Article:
A Femme Fatal S Tragedy Essay Research

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A Femme Fatal S Tragedy Essay, Research Paper A femme fatal s tragedy: Women s mundane life In “Siren Song Many of Margaret Atwood s heroines are independent, strong, and self serving. Those same characteristics are evident in “Siren Song.” In “Siren Song,” Margaret Atwood paints the picture of a mythical femme fatal who lures men to their deaths. The “siren” in the poem is contemplating her ability to seduce and lure men. But the end of the poem, she proves that her song, though somewhat of a clich , never fails. The poem it lures the reader in, just as a siren lures men. The poem opens by identifying itself as “one song everyone/ would like to learn: the song/ that is irresistible” (lines 1-3). The song the siren refers to is so powerful that men disregard

the warning signs of “beached skulls” (line 6), and leap overboard. Then, in the third stanza, she warns us that anyone who has heard the song is dead. This is a warning similar to the beached skulls, telling the reader that death awaits the reader at the end of the song. However, the reader continues to the next stanza, without a second thought, like the siren s sailor victims. The siren lures the reader on by treating him like a confidant, someone special. In a confessional tone, she admits she “doesn t enjoy it here/ squatting on this island” (lines 13-14). She says that she will tell the reader a secret “only to you” (line 20) if he comes closer. Portraying herself as helpless, stranded, and in desperate need of aid, she receives sympathy from the reader. In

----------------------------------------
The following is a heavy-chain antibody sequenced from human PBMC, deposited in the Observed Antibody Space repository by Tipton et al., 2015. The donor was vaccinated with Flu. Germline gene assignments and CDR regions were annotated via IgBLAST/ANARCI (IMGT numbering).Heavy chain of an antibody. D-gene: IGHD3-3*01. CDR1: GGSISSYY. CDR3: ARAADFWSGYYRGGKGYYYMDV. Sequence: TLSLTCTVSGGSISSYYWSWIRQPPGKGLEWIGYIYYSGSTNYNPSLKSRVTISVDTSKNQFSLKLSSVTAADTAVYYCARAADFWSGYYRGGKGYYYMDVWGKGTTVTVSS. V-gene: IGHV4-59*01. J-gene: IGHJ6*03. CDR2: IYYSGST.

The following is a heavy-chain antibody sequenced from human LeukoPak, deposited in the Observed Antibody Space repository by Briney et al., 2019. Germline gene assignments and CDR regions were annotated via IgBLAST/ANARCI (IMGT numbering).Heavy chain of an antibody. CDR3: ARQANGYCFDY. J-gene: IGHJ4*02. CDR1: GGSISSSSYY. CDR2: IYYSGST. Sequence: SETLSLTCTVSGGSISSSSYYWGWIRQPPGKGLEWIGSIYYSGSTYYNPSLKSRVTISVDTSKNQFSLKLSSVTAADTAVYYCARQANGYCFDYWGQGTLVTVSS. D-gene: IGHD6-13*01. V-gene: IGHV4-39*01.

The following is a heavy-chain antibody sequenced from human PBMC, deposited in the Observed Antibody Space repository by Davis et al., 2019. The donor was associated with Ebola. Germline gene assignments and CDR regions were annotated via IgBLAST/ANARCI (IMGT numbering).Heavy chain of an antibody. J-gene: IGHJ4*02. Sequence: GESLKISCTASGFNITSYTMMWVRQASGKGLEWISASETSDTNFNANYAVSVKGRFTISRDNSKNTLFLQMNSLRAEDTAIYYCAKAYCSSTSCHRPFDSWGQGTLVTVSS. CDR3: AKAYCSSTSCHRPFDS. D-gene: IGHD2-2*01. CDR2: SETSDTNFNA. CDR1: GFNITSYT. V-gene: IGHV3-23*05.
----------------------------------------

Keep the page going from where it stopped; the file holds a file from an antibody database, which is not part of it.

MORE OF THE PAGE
addition, she makes the reader feel special, “only you can” (line 23) rescue her and “you are unique” (line 24). Finally, without warning, she says, “at last” (line 15) like a sudden, but sly attack. The siren feels trapped and unsatisfied in her role as a femme fatal. She has the ability to attract men easily. But, once she gets them, they are meaningless to her. On a broader spectrum, the poem seems to be referring to women s role in society. In society, women go out of their way to look “picturesque” (line 15) in order to attract men. The siren in this poem is tired of dressing up and flirting to get men. But she does anyway, admitting, “it is a boring song/ but it works every time” (lines 26-27). This poem is very characteristic of Margaret Atwood s work

in that it portrays women as something other than angelic and harmless. Atwood typically writes about women who are analyzing and reviewing their lives. The siren in this poem reviews her life and its purpose, which it simply to attract men. But, in the end, she cannot change. She will always be singing her song, “fatal and valuable” (line 19).